Portrait of John Constable, R.A., ca. 1830
Charles Robert Leslie RA (1794 - 1859)
RA Collection: Art
This intimate portrait is almost miniature in scale and was probably painted as a private memento of friendship. John Constable RA is captured looking thoughtful, facing three-quarters to the left, wearing a black tie and jacket with a white shirt.
Charles Leslie RA was a successful portrait painter but is today best known as Constable’s first biographer. Leslie, one of Constable’s closest friends, published Memoirs of the Life of John Constable six years after Constable’s death, which was based on correspondence between the two artists. They were friends from the mid 1820’s, with the first surviving letter from 1 September 1826, and they remained close until Constable’s death in 1837. A mezzotint of this painting engraved by David Lucas was used for the frontispiece for the first edition of the biography. The portrait has become the most enduring image of the landscape painter’s appearance, both because of its wide dissemination in Leslie’s book and because of Constable’s lack of interest in projecting a public persona through portraiture (Royal Academy, 2007). The painting remained in Constable’s family and was given to the Royal Academy by his daughter in 1886.
Michael Rosenthal wrote that Leslie’s biography “extended [Constable’s] reputation, laying out the fictional life of a sincere and dedicated artist struggling against ingenuity and incomprehension; it was Leslie’s loyalty to his friend that perhaps caused him to gloss over many of Constable’s less-appealing characteristics” (Rosenthal, 1998). Leslie wrote about Constable’s character in his Autobiographical Recollections: “He was opposed to all cant in art, to all that is merely specious and fashionable, and to all that is false in taste. He followed, and for his future fame he was right in following, his own feelings in the choice of subject and the mode of treatment. With great appearance of docility, he was an uncontrollable man. He said of himself, ‘If I were bound with chains I should break them, and with a single hair round me I should feel uncomfortable’” (Gayford and Lyles, 2009, p13).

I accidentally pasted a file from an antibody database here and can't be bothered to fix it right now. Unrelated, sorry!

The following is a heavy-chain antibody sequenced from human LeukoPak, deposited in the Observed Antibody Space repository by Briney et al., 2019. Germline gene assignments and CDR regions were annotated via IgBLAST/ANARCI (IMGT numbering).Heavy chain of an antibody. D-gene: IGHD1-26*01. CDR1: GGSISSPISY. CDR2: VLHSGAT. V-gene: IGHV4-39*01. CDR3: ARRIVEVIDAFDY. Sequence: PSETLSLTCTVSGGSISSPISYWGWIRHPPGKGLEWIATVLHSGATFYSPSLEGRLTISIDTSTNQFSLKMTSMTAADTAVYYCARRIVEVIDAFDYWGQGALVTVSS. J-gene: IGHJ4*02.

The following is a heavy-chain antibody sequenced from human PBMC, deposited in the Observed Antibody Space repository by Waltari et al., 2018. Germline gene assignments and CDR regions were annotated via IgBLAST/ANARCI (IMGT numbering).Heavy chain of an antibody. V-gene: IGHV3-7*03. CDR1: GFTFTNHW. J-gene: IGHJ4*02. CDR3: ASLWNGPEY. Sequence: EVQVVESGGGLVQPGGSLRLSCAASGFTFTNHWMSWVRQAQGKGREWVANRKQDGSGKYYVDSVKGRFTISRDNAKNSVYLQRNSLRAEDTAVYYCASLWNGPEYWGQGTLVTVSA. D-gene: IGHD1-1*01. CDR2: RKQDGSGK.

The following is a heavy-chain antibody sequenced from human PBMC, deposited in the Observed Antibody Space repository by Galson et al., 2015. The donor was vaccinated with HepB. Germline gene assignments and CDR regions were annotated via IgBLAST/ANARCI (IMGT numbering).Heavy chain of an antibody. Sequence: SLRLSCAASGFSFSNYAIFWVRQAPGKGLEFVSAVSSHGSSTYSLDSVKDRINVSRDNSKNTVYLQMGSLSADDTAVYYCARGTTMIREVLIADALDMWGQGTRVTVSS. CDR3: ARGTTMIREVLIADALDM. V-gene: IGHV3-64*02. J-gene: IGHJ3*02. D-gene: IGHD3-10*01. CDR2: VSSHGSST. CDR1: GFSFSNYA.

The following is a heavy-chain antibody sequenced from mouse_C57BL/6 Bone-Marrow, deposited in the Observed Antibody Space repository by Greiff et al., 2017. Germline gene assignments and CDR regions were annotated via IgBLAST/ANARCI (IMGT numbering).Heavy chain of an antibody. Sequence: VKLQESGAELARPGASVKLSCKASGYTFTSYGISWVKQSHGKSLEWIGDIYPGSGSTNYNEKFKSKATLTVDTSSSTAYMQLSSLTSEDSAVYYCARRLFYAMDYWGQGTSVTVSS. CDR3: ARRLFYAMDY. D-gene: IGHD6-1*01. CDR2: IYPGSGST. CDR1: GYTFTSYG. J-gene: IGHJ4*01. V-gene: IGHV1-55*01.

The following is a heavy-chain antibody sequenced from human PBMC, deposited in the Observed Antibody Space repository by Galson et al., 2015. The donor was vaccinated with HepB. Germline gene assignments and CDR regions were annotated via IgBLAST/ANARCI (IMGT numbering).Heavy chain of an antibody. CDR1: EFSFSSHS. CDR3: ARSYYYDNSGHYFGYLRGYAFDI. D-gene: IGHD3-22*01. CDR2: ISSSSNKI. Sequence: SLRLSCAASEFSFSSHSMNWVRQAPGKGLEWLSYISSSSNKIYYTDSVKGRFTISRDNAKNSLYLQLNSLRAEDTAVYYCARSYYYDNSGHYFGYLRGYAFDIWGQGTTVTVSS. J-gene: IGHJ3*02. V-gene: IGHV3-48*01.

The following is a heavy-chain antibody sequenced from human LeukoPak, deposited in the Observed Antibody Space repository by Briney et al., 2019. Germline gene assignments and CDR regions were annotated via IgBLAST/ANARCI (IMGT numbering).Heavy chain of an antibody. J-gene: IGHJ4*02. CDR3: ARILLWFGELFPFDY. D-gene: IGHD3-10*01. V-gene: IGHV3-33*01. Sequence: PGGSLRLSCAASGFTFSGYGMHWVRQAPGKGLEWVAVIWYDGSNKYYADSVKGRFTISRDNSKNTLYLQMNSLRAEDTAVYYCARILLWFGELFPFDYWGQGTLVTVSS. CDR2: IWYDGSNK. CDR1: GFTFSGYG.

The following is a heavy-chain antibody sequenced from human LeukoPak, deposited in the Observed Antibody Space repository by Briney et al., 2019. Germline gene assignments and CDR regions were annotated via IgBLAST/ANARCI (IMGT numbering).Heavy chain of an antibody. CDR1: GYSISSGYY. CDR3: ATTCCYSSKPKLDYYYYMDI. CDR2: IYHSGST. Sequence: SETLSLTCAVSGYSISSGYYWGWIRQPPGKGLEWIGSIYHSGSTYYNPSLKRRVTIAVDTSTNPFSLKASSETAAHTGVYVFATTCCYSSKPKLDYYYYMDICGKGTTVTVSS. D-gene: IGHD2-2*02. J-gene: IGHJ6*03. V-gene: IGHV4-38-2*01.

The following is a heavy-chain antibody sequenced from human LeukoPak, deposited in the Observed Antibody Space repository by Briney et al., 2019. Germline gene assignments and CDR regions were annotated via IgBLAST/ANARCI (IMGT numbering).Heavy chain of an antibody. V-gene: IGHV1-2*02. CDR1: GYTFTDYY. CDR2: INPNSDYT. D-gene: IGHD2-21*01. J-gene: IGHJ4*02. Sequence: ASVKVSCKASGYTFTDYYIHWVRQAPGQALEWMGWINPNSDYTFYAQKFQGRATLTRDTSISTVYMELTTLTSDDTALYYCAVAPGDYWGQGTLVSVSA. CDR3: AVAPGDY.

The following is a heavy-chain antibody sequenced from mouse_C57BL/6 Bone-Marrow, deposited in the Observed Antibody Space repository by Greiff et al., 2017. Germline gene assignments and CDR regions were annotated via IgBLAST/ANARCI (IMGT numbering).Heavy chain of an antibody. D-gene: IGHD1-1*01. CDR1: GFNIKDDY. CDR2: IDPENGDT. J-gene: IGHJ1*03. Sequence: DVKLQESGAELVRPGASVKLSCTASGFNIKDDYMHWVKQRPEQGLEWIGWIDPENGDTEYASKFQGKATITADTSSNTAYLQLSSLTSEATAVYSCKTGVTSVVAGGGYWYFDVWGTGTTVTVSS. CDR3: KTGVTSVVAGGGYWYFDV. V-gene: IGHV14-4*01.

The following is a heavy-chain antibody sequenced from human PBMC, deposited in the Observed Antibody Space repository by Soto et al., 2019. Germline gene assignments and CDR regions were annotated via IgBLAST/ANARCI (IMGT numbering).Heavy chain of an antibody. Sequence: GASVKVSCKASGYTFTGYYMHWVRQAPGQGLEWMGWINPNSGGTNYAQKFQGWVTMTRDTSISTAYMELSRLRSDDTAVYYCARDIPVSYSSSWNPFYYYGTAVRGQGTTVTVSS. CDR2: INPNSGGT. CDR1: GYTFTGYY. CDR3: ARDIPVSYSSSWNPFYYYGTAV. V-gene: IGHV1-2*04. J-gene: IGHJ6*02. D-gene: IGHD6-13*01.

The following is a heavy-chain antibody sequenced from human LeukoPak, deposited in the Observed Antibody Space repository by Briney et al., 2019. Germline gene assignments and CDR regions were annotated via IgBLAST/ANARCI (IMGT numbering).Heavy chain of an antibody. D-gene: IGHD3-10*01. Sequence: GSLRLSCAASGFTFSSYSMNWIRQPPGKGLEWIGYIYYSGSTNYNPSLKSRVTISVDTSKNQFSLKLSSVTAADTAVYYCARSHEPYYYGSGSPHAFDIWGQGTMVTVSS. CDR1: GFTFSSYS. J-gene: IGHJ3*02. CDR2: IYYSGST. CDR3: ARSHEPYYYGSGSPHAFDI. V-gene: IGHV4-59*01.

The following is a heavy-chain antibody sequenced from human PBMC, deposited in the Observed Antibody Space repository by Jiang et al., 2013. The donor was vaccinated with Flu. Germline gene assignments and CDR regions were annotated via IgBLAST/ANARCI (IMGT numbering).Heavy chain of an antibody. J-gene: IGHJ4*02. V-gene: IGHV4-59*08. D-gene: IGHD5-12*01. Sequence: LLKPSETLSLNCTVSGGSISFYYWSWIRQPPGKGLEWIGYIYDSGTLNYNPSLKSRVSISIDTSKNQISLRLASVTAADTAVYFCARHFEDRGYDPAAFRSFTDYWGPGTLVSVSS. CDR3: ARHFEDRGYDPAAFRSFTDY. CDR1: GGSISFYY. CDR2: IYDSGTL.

Daniel Maclise RA, another friend of Constable, also produced a portrait of Constable around this time in pencil. He is depicted in similar dress, although it depicts Constable at work (National Portrait Gallery, NPG 1458). Before this, Constable hadn’t been depicted for over twenty years (Gayford and Lyles, 2009, p.152).
David Lucas’ mezzotints of this portrait are found in the collections of the British Museum (1876,1209.144 and 1848,1209.4) and the National Portrait Gallery (NPG D1544).
A pencil portrait by Leslie was lithographed by R J Lane ARA for the second edition of his biography. A lithograph is in the collection of the National Portrait Gallery (NPG D21958).
Daniel Maclise’s pencil portrait of Constable from c.1831 shows Constable at a similar date and in similar dress (National Portrait Gallery NPG 1458).
At Home: Portraits of Artists in the Royal Academy Collection, exh. guide, Royal Academy of Arts, London, 2007
Michael Rosenthal, ‘John Constable’, 1998 in https://www.britannica.com/biography/John-Constable#ref828331
Martin Gayford and Anne Lyles, Constable Portraits: The Painter and His Circle, exh. cat., National Portrait Gallery, London, 2009.
Stephen Hebron et al., The Solitude of the Mountain: Constable and the Lake District, exh. cat., The Wordsworth Trust, Grasmere, 2006.
182 mm x 137 mm x 9 mm
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